China's importance to the global brotherhood of golf course architects cannot be understated. The country, which effectively outlawed the game for decades following the Second World War, has since become the centre of the course design universe. Every notable architect, with the exception of the US-centric Tom Fazio, has a presence on the mainland. The reason is perfectly simple: Asia, with China leading the way, is the one place where developers actually want to build new courses; development in the golf saturated States and large swathes of northern Europe has pretty much ground to a halt.
This is not exactly news. Since the opening of China's first modern-day course – the Arnold Palmer-designed layout at Chung Shan Hot Spring in neighbouring Guangdong – in 1984, approximately 600 courses have come online. While commentators had once previously questioned golf's popularity among the country's one billion-plus populous, the last few years have seen an undoubted surge in player numbers. Official statistics where the game is concerned are famously hard to come by in China – depending on which reports you read there are anywhere between 300,000 and three million "regular golfers" – but try booking a last-minute weekend game at an upscale course across the border and you'll likely be disappointed. Ten years ago you could have pitched up without phoning in advance and literally stroll onto the first tee at your leisure. Much has changed, which has been reflected in the price one pays. Even taking into account the continued strength of the renminbi, green fee rates have soared on the back of increased demand, making China one of the most expensive places in the world to play. You don't get much change out of RMB2,000 for 18 holes and the obligatory cart and caddie combo (plus tip!) these days.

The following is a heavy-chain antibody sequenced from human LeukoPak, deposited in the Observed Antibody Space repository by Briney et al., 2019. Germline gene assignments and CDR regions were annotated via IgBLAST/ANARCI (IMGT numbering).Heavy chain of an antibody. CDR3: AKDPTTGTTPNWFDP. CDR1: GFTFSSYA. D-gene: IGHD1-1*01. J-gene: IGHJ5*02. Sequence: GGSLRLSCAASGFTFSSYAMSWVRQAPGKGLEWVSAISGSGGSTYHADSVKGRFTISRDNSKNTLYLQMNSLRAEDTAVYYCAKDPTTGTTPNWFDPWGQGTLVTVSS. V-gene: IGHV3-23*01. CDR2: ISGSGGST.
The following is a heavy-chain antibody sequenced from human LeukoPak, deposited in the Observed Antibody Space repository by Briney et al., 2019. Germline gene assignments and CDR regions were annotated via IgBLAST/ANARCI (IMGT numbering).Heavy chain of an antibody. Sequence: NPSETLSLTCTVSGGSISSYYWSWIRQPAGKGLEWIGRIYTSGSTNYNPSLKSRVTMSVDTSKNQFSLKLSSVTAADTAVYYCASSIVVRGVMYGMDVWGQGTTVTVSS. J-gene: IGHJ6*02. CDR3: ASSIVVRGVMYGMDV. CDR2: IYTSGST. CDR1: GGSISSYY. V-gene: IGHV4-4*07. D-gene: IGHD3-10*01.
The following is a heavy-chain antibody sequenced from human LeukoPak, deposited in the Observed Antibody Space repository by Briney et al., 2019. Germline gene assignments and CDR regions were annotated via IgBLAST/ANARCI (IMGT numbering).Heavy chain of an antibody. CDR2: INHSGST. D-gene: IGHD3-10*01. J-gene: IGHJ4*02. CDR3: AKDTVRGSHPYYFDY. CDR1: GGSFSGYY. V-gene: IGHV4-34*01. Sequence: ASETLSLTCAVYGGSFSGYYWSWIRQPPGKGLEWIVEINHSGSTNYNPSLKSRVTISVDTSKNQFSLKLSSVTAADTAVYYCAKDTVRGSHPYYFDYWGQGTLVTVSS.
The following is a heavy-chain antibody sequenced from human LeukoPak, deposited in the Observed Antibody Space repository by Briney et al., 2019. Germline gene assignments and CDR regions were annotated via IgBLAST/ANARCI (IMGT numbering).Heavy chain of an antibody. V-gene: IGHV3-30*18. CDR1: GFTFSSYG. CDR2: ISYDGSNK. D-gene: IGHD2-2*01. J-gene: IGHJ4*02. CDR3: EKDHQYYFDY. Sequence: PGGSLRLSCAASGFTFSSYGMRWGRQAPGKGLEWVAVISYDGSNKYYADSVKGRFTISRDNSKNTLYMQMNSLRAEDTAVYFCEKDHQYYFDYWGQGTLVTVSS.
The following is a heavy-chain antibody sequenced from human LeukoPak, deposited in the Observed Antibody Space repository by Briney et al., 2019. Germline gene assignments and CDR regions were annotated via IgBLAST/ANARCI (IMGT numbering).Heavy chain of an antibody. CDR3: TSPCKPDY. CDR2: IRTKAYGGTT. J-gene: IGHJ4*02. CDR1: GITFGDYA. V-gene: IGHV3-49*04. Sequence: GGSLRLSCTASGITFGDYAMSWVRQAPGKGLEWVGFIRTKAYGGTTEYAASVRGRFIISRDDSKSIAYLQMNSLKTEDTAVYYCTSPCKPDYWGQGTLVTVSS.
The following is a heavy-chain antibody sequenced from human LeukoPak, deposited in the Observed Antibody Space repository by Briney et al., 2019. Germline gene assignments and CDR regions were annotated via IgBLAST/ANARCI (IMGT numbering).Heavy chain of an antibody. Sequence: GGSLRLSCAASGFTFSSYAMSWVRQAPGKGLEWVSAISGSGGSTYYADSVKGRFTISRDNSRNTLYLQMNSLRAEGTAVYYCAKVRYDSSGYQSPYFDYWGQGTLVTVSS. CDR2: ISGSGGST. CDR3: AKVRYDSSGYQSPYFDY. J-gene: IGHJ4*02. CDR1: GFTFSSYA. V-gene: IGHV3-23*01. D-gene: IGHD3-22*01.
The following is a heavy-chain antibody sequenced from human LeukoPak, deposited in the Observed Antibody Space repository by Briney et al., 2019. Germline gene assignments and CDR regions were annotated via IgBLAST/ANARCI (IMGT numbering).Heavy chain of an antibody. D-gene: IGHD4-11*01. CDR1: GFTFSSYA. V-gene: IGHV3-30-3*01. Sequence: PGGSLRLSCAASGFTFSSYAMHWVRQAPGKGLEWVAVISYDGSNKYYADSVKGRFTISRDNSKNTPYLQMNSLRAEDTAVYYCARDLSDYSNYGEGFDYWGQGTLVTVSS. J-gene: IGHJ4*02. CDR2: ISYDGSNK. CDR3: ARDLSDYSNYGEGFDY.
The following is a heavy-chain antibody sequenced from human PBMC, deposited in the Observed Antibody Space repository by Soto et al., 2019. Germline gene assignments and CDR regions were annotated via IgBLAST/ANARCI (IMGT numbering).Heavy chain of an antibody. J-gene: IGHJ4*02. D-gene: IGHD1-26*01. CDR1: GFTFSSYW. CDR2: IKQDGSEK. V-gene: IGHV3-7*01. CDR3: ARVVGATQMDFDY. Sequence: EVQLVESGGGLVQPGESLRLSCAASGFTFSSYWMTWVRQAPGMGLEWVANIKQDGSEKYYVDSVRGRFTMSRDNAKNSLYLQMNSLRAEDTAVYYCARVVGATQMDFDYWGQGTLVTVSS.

Although it would be rash to suggest that the mainland golf market has reached maturity, the way courses are built and maintained has certainly improved in recent times. With its diverse landscapes and topography, China is not short of wonderful golf sites. Unfortunately, back in the early to mid 1990s, at the time of the mainland's initial golf boom, the skills required to build world-class courses were generally lacking. It was often said that China had some of the most spectacular golfing terrain in the world, but that it was wasted by the construction of mostly humdrum layouts which were usually found in lacklustre condition. More often than not, this was down to inexperienced architects, poor build quality, short-sighted owners or a combination of all three.
The last few years, however, have been good for Chinese golf – at least from a golf course point of view. While the eminently likeable Liang Wen-chong remains the country's only professional ranked inside the world's top 200, a number of new layouts have emerged that have gone straight to the summit of the standings as China's best. Intelligently designed, expertly shaped and – most crucially of all – great fun to play, these courses, the oldest of which opened barely two years ago, have the potential to leave a lasting impression on the world's golfing map.
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